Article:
Forty years ago in China, marriage was universal, compulsory and a woman's only means to a livelihood. Then the one-child policy resulted in China's first generations of urban only-daughters-girls who were pushed to study, achieve and succeed as if they were sons. Now, enough of these women have decided to postpone marriage-or not marry at all-to spawn a label: "leftovers". They struggle to find partners in a society where gender roles have not evolved as vigorously as the society itself.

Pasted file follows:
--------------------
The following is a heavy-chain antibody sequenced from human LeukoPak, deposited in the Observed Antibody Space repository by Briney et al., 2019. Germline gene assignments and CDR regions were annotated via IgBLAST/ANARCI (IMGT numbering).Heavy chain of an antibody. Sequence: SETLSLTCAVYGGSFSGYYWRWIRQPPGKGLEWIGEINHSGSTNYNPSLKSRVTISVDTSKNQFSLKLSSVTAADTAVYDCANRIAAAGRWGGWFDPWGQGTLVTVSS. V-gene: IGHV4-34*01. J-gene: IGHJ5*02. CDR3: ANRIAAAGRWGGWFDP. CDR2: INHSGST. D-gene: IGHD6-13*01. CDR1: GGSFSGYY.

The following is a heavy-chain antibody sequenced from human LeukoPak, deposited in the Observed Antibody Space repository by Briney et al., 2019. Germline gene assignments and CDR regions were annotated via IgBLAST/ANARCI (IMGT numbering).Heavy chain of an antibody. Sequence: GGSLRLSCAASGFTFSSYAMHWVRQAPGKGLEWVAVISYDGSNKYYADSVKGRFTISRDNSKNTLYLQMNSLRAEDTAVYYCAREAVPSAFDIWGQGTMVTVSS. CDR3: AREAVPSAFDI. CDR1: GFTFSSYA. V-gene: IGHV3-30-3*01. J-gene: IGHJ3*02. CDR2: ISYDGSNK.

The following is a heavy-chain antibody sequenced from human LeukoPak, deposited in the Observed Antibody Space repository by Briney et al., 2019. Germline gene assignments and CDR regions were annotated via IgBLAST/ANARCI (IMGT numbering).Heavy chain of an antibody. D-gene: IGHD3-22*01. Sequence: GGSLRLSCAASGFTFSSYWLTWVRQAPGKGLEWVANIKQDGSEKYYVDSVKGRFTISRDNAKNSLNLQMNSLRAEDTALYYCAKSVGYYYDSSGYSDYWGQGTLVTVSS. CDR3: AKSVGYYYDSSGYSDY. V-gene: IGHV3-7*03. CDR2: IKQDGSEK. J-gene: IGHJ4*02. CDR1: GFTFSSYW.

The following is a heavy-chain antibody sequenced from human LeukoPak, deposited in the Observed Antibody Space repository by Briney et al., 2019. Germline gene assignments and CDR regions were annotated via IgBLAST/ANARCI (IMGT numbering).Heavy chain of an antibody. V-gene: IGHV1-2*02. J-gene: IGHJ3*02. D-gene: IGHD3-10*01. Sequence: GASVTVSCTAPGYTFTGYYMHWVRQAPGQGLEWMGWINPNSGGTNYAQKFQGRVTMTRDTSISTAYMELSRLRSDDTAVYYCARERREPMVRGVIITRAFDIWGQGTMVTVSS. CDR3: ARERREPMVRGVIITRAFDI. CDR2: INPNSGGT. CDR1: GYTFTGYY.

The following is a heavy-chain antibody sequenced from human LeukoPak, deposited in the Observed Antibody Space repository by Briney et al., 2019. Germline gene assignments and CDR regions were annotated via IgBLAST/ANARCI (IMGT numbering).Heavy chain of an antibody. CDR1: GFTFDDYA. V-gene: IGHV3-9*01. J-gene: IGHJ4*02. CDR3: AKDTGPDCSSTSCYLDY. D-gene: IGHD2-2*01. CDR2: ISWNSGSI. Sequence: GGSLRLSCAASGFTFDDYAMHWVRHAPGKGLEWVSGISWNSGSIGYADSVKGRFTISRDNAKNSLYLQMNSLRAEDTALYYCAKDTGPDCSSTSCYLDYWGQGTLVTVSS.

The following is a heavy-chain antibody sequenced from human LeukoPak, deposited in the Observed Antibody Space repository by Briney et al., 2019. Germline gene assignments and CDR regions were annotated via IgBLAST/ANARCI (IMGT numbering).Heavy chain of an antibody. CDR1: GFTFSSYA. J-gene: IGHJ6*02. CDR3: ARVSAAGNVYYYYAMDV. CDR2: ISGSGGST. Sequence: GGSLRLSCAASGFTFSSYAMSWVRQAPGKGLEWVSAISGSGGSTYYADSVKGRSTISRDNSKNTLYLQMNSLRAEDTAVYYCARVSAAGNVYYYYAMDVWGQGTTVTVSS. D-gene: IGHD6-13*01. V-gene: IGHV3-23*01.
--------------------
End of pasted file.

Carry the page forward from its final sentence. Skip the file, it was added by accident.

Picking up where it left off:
Part critique of China's paternalistic ideals, part playful portrait of the romantic travails of China's trailblazing women, Leftover in China employs colourful anecdotes, hundreds of interviews and rigorous historical and demographic research to show how the "leftovers" are the linchpin to China's future.